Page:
Friday, April 10, 2009

Three Things Worth A Look

1. Something that frustrates/puzzles me about digital comics is how formally unimaginative many of them are. So many webcomics adhere to traditional print methods and dimensions: black line art with flat color laid out in panels like a newspaper strip or the pages of a comic book. It's the Web! You're not limited by 100-year-old print technology! Go wild!

(I'm guilty of the charge myself, of course. Mom's Cancer was a webcomic done as a very traditional print comic for two reasons: I enjoy the medium of ink-on-paper, and I hoped it would be published one day. And I'm sure many webcomics creators feel the same.)

Some artists try to jazz up their webcomics with flash animation, which rarely works for me. First, it's usually an unnecessary distraction that contributes nothing to the story. Second, it makes their comics into cartoons, which is a different thing. I think that a big reason people enjoy comics is that their brains have to fill in gaps of time, motion, and meaning; it's a mini-mental workout. Reading is active, watching is passive.

What I'm looking for is the growth of digital comics as a unique medium with a language independent of print comics or animated cartoons--an experience that works the brain in a way they don't. Which is a long introduction to the piece below, which I think is a step in the right direction: (Edited to add: I see this comic doesn't really get imbedded, just linked, so that clicking on it will take you to another website. Also, there's some bad language.)

about DIGITAL COMICS by ~Balak01 on deviantART

2. I blog. I don't Facebook, MySpace, Second Life, or Twitter. My life isn't that interesting, neither is yours, and we should both be too busy actually living our lives to set up imaginary parallel lives or offer constant color commentaries on them. My joke is that I'm always looking for new, innovative, exciting, socially interactive web-based ways for people to leave me alone. I realize that makes me unusual these days.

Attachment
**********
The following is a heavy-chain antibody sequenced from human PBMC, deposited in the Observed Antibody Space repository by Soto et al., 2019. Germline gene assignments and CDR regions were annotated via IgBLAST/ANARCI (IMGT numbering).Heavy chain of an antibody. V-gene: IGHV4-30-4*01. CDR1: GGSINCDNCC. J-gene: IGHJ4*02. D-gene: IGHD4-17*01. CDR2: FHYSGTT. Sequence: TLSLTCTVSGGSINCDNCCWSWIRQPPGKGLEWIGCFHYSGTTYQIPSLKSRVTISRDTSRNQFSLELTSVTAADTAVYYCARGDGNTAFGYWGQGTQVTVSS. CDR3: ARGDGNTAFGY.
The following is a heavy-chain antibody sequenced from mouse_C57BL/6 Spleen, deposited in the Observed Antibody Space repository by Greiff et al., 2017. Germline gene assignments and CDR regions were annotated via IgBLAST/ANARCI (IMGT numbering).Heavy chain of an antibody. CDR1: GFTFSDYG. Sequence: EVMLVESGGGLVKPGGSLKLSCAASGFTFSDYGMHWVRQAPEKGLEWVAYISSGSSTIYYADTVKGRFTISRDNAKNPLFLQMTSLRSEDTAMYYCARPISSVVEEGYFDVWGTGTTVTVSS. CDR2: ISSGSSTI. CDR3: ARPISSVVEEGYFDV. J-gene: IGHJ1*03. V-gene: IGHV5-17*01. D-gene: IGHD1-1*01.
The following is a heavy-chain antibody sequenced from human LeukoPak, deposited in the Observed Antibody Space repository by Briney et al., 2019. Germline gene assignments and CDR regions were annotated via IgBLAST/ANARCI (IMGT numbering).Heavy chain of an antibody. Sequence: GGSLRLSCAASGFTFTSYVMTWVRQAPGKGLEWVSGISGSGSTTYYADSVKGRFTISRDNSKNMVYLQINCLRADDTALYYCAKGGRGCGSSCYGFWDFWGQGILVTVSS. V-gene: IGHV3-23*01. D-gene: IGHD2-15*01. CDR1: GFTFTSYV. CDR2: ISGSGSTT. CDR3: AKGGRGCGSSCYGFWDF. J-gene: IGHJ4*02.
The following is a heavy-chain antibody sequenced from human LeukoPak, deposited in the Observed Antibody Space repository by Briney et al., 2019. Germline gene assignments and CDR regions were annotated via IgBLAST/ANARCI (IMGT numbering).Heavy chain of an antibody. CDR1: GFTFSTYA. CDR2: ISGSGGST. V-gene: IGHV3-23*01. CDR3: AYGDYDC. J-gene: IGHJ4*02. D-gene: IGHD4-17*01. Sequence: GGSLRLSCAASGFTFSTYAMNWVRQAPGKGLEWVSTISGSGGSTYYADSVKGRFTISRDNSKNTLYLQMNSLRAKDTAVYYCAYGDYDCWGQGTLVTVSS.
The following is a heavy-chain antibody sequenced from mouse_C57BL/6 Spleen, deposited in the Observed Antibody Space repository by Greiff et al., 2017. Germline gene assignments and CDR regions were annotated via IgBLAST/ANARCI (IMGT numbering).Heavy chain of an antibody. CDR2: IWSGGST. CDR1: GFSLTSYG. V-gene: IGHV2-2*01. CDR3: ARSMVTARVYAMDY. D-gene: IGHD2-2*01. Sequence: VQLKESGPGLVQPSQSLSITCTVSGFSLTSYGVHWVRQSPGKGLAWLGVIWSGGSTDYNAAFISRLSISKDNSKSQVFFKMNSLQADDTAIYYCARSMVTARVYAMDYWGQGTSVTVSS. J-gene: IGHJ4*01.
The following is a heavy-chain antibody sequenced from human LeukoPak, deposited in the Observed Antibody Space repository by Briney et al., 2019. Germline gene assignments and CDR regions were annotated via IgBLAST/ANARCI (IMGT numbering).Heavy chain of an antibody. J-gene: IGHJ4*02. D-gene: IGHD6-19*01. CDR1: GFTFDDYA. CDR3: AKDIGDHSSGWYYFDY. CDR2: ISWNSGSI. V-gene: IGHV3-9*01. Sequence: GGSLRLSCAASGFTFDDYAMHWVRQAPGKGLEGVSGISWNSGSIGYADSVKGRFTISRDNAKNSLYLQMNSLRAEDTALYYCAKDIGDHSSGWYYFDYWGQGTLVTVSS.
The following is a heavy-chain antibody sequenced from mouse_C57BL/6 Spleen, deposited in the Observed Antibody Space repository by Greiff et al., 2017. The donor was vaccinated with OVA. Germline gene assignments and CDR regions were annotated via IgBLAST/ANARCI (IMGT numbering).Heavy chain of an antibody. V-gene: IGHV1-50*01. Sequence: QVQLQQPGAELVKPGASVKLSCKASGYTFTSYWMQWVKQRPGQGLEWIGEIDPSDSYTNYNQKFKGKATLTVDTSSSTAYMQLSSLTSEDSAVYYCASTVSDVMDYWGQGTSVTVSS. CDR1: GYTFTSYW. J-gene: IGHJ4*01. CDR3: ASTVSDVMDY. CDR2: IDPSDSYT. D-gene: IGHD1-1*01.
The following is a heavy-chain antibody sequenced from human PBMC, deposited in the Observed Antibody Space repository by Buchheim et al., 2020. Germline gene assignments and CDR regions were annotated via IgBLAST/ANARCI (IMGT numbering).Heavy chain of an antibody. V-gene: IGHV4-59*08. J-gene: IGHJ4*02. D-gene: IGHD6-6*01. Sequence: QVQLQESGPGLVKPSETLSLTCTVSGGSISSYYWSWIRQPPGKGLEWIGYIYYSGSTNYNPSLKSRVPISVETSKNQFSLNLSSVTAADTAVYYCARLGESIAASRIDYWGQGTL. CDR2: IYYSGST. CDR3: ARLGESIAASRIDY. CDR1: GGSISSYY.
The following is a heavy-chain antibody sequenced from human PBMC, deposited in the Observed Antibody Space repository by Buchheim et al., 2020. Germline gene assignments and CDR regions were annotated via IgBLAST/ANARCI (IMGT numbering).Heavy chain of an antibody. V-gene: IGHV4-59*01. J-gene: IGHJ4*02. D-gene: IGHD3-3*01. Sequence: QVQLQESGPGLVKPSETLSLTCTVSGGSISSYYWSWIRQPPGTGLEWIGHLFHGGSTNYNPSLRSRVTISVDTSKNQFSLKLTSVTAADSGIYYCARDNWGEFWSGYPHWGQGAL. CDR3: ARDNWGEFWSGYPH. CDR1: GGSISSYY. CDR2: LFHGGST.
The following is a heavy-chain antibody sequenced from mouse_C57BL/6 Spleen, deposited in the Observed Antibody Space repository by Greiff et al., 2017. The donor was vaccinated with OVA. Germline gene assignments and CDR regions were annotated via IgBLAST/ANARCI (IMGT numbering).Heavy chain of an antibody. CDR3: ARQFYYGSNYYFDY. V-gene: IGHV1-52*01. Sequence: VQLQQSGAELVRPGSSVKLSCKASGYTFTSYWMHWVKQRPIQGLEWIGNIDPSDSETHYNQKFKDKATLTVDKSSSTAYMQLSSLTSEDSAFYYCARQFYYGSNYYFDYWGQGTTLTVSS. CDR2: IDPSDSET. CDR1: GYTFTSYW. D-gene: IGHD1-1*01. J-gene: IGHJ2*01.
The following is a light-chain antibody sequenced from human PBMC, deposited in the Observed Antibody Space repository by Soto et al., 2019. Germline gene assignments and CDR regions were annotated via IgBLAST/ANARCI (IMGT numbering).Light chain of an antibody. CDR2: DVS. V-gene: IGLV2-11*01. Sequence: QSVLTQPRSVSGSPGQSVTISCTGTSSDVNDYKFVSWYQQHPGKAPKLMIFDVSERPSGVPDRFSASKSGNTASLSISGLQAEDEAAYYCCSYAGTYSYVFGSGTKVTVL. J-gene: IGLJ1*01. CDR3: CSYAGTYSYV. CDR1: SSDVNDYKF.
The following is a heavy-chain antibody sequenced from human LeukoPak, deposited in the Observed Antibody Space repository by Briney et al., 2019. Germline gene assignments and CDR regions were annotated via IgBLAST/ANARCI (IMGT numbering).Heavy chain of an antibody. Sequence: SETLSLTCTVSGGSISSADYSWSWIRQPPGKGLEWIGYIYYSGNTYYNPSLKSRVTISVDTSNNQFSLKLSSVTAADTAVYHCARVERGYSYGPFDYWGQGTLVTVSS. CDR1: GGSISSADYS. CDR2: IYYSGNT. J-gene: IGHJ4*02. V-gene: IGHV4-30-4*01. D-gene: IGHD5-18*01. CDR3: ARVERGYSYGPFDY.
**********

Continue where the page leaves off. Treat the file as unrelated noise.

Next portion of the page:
With that in mind, the video below, about the new social network application "Flutter" for people lacking the attention span for Twitter, hit a home run with me:

3. It's no secret that animators in later Disney cartoons often raided the vaults to re-use the breakdowns of earlier masters. I think Disney itself has shown in some of its "How To" featurettes how a bit of action or comedic business from one movie might be repurposed for a later one. The video below compiles several examples, some of which I knew of and others that only became blindingly obvious to me once they were pointed out.

I don't think there's necessarily anything wrong with this practice (although it is pretty damning of "Robin Hood"). If a Disney artist in 1940 figured out a great way animate a bit, why re-invent the wheel? I also think some examples in recent years, like the "Beauty and the Beast" waltz lifted from "Sleeping Beauty," were meant as deliberate homages. Mostly I just enjoyed this:

None of these is the fun thing I hinted at in my last post. That hasn't happened yet.

Happy Easter/Passover/Just Another April Weekend, everyone.

1 comment:

Mike said...

Ah, you saved me the trouble of posting that extraordinary bit on digital comics on my own blog! Good thing we fluttered about it first.

And I'm not a big believer in the "homage" theory, when the homage occurs in an otherwise formulaic flick. Disney's artists have been on autopilot for a couple of decades now. It would be one thing to lift the raindrop sequences from Bambi for a rain scene in a totally different animated film, but when you are using stock character shots to illustrate a "new" set of stock characters, it's not just the animation that is being traced instead of created.